Hans Werner Henze: Total Immersion @ London’s Barbican

“Every year, 200 litres of olive oil are pressed from Henze’s ancient grove.”

Go to London to hear some Henze this weekend. Or pull out your own fingernails, it will be less painful.

Hans Werner Henze likes to play the victim. His supposed “ostracism by the post war avant-garde” needs to be read in the context of the fact that his work was played in 1950s Germany more often than that of any of his more avant-garde contemporaries, and he was on very chummy terms with all the individuals (save perhaps Herbert Eimert in Cologne) who ran the institutions which have subsequently come to be popularly associated with such a music (on the basis of a highly partial reading of their programming).

But even if he had the world’s most elaborate persecution complex, that would not gainsay his status as composer of some of the most lyrical, stimulating music of the last half century.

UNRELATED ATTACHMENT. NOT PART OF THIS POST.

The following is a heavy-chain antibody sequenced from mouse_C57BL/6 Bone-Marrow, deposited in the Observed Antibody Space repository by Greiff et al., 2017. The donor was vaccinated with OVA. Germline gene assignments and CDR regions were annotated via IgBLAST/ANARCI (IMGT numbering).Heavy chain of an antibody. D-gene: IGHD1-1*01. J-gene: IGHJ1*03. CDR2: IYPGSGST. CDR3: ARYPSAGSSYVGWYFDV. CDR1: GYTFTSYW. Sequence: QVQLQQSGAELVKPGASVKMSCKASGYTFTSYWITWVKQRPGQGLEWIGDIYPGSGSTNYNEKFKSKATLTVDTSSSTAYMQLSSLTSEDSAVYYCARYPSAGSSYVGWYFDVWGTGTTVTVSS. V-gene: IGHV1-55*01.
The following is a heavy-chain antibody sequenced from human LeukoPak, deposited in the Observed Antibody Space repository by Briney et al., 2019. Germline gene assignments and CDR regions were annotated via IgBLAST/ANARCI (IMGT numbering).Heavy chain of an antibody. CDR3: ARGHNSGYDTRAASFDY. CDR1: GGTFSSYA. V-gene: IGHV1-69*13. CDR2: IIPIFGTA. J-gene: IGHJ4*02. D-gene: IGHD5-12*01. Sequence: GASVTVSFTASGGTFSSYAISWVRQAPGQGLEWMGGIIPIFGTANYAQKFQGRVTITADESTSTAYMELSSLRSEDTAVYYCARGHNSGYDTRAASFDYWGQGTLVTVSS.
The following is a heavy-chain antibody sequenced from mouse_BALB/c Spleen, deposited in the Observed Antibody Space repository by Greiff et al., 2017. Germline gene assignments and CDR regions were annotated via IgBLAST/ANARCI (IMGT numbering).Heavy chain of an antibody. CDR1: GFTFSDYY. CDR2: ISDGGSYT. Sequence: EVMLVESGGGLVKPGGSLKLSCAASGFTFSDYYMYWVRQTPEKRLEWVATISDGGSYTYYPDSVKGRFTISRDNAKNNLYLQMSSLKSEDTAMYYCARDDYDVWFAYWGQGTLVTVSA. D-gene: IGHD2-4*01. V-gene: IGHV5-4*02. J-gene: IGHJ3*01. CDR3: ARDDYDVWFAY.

I have some time for his earlier music, but find much of the later work saccharine, kitschy, Hollywood-like, drawing in large measure upon too-transparent expressive clichés; or when not like this, rather academic in a Hindemith-like manner. In terms of the former, I feel his continual evocation of the supposedly hard time he had at the hands of the avant-garde is part and parcel of a strategy to legitimise further his own approach.

Henze’s music is simply dull.

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